Chronicle of a Death Foretold
One of the foremost writers of El Boom Latinoamericano of the 1960’s, Gabriel García Márquez has steadily produced a series of works that have won for him both popular international acclaim and the official recognition that attaches to the Nobel Prize for Literature (1982). While his reputation rests securely upon such epic works as Cien años de soledad (1967; One Hundred Years of Solitude, 1970), and El otoño del patriarca (1975; The Autumn of the Patriarch, 1976), and such short fiction as Lo hojarasca (1955; Leaf Storm and Other Stories, 1972) and El coronel no tiene quien la escriba (1962; No One Writes to the Colonel and Other Stories, 1968); his Chronicle of a Death Foretold (published in Colombia in 1981 as Crónica de una muerte anunciada) clearly contributed to his official recognition as a master storyteller and continues to bring him popular acclaim despite its mixed critical reception. Measured against his longer and more ambitious works, García Márquez’s latest novel falls short of the virtuosity of One Hundred Years of Solitude and The Autumn of the Patriarch, but it is nevertheless a richly complex work, a monument to García Márquez’s artistry.
A virtually undisguised García Márquez shuttles back and forth between August, 1950, and his present moment of writing to narrate a series of events based on historical fact, his own research into the facts of the case and their fictionalized outcome, and his quest that leads him, at various historical points, to return to his “forgotten village, trying to put the broken mirror of memory back together from so many scattered shards.” One must approach these authorial and narrational shuttlings warily, particularly in those instances in which fact and fiction intersect: The narrator remains a fictional character of limited perspective and at times appears to be the victim of some authorial irony. One must also tread warily in the footsteps of the narrator, who leads the reader, familiarly and openly, to a place abutting that celebrated region of a mind’s geography García Márquez calls the Macondo, the Caribbean coastal area of northern Colombia that has its North American counterpart in the famous Yoknapatawpha county of his avowed master, William Faulkner. The mind’s geography also intersects that of cartographers: The unnamed village may not be unlike the author’s native Aracataca; both Riohacha, where the Vicario brothers serve out their brief sentence, and Manaure, where the rest of the Vicarios live after Santiago Nasar’s death, are surely on the map. These places also belong to a magical region filled with the incongruities, oddities, small insanities, and omnipresent hostilities that characterize its genuinely human, sometimes warm, and truly unforgettable populace. So, too, the facts upon which García Márquez weaves his fiction are verifiable: In 1951, two brothers murdered a man in Sucre, Colombia, for being the supposed lover of their sister, another man’s bride. García Márquez, then a journalist, was acquainted with the victim. The fictional treatment of these bare facts is pure García Márquez and partakes of what has been termed his “magical realism”, 6 a technique that superadds fantasy to the shards of history in surprising ways.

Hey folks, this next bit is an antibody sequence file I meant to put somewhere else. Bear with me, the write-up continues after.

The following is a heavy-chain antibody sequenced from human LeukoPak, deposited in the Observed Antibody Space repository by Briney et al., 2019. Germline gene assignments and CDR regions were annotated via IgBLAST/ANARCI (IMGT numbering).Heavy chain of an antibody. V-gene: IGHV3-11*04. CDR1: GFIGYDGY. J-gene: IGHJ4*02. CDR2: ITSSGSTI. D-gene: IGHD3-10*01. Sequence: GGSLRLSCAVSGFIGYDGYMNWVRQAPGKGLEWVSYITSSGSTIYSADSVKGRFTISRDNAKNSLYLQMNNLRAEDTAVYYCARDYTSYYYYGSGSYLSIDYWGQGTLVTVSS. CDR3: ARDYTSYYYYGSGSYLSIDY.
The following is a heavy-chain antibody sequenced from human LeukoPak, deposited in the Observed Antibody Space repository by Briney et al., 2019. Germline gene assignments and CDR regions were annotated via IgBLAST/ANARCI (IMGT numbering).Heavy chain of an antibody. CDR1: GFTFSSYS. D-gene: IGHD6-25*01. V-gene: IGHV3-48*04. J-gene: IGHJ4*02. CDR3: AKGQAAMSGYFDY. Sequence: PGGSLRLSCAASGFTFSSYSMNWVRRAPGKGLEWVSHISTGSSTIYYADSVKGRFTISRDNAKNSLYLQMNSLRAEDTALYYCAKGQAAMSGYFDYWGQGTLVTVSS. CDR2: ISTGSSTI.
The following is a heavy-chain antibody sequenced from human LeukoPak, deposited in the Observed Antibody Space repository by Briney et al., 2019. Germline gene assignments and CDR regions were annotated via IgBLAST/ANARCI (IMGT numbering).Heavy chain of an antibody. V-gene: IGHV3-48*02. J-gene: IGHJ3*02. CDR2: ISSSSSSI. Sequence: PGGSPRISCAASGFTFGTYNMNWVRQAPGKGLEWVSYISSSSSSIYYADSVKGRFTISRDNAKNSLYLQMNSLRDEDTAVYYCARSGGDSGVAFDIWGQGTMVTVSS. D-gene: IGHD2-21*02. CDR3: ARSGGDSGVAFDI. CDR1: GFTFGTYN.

The chronicle García Márquez presents is a tale of slaughter that affects the village’s entire population. Twin brothers, Pablo and Pedro Vicario, avenge the honor of their sister, Angela, a bride of five hours, returned home by her groom, Bayardo San Román, upon his discovery that she was not a virgin. Santiago Nasar, the man whom Angela names when asked who deflowered her, is an unlikely suspect; indeed, no one really believes that he is responsible. It is Nasar’s death that is foretold in the novel’s first sentence, variously heralded before the fact, and explicated, discussed, and rationalized once it has occurred. The chronicle is itself, however, incomplete, despite the fact that García Márquez has said it was...
(The entire section is 4,538 words.)